An analysis conducted by influencer marketing platform Klug Klug reveals that nearly two-thirds (58.5 percent) of Instagram profiles in India have a high proportion of fake followers, exceeding 60 percent.

“This concerning trend is particularly prevalent within the beauty and fashion sectors. These industries are grappling with influencers resorting to deceptive tactics, potentially resulting in significant financial setbacks for brands investing in influencer marketing campaigns,” remarked Kalyan Kumar, Co-Founder of Klug Klug India, in an interview with Money control.

According to the platform, only 2.48 million profiles out of the eight million surveyed demonstrate genuine and high-quality followers.

India currently leads in both the supply and demand for fake followers. Kumar highlighted the detrimental impact of fake follower fraud on India’s influencer marketing industry, valued at over Rs 1,800 crore, which adversely affects legitimate creators striving to expand their reach and attract brand partnerships.

“A considerable amount of fake follower activity originates from India, followed by Brazil and Indonesia. The suppliers of synthetic followers—profiles of questionable authenticity sold as genuine—are primarily based in Russia and Turkey,” Kumar explained. “The Middle East, particularly the UAE, also witnesses significant fake follower activity among top influencers, akin to India. Meanwhile, Indonesia has a 19 percent incidence of dubious followers on Instagram, compared to India’s 59 percent, as Indonesia is a major market for fake follower transactions.”

The cost of purchasing fake followers ranges from Rs 8 to Rs 50 per 1,000 followers on Instagram, noted Kumar.

As the influencer marketing industry expands, Kumar observed an increasing number of influencers across various categories in India resorting to buying fake followers. “Even micro and nano influencers are now purchasing fake followers, exacerbating the issue. Brands and influencer marketing agencies often select influencers based on their follower count, prompting creators to inflate their follower numbers to command higher fees from brands.”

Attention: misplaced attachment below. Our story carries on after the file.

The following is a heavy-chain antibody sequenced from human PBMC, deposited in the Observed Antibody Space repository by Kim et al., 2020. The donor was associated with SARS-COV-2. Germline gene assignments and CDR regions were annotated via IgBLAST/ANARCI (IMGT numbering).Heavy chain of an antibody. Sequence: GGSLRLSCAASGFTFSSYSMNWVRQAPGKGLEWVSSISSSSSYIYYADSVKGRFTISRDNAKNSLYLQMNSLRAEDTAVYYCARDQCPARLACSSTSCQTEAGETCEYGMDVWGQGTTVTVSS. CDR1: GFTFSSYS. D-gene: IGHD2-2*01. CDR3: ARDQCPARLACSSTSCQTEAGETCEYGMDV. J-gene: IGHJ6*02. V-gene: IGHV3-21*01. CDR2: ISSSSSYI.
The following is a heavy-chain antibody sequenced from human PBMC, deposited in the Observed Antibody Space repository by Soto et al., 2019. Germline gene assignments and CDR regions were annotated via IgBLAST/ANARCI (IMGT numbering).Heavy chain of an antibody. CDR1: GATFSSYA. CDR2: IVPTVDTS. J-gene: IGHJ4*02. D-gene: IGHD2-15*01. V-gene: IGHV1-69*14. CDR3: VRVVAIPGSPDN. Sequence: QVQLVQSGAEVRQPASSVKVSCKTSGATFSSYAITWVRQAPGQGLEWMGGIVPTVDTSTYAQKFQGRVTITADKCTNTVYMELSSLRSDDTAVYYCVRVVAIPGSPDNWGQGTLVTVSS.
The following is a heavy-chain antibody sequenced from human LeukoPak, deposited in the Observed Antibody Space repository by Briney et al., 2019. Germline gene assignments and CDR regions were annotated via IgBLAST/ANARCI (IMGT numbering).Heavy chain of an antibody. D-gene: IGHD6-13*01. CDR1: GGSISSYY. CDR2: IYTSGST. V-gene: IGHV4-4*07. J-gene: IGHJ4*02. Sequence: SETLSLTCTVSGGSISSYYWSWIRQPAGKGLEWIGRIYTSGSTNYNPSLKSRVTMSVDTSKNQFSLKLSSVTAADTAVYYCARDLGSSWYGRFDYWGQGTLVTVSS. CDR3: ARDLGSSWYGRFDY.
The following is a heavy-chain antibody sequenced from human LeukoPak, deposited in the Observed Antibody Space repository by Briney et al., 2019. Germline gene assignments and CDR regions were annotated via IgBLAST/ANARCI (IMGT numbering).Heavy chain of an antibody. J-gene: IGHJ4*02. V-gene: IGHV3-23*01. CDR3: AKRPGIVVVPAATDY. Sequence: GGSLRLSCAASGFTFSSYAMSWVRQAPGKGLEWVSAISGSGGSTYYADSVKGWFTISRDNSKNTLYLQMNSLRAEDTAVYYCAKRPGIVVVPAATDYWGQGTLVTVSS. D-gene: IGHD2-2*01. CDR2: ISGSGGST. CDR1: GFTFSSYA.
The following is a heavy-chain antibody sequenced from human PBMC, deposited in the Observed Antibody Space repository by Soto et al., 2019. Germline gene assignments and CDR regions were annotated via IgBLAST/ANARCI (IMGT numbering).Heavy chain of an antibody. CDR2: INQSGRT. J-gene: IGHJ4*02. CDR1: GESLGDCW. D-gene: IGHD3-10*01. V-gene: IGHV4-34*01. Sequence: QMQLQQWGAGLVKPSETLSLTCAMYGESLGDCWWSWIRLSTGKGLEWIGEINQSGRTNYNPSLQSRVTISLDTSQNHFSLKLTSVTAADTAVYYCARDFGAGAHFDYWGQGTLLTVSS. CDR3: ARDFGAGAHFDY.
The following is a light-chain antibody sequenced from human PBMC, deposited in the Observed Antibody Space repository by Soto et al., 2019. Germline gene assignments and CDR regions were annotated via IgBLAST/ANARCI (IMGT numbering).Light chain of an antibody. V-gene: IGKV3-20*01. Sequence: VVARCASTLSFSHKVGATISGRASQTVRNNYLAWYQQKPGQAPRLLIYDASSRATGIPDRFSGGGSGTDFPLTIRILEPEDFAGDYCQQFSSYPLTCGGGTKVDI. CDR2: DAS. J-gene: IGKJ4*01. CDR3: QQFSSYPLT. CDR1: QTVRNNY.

Influencers are classified into five categories based on their social media following, ranging from nano influencers (100 to 10,000 followers) to mega influencers (over 1 million followers).

Kumar highlighted that brands typically lose 30-50 percent of their investment on campaigns due to fake followers. For instance, Kumar cited Sugar Cosmetics, which received tags from 11,000 female profiles in the past year, but only 3,000 profiles had genuine followings. This discrepancy means that if a brand engages with 100 influencers, at least 30 of them may not deliver the expected return on investment.

Approximately 25 percent of India’s influencer marketing budget, exceeding Rs 400 crore, is estimated to be wasted due to fake follower activity.

While fake followers are prevalent across influencers of all sizes, larger influencers also engage in engagement buying, purchasing likes and comments to boost their perceived engagement levels. “Major creators who monetize their content can afford to buy likes and comments, as these metrics need to be consistently maintained for every post, unlike fake followers,” explained Kumar. “Moreover, they purchase engagement to demonstrate higher interaction rates to brands. Many brands are unaware that influencers can manipulate likes and comments through purchasing.”

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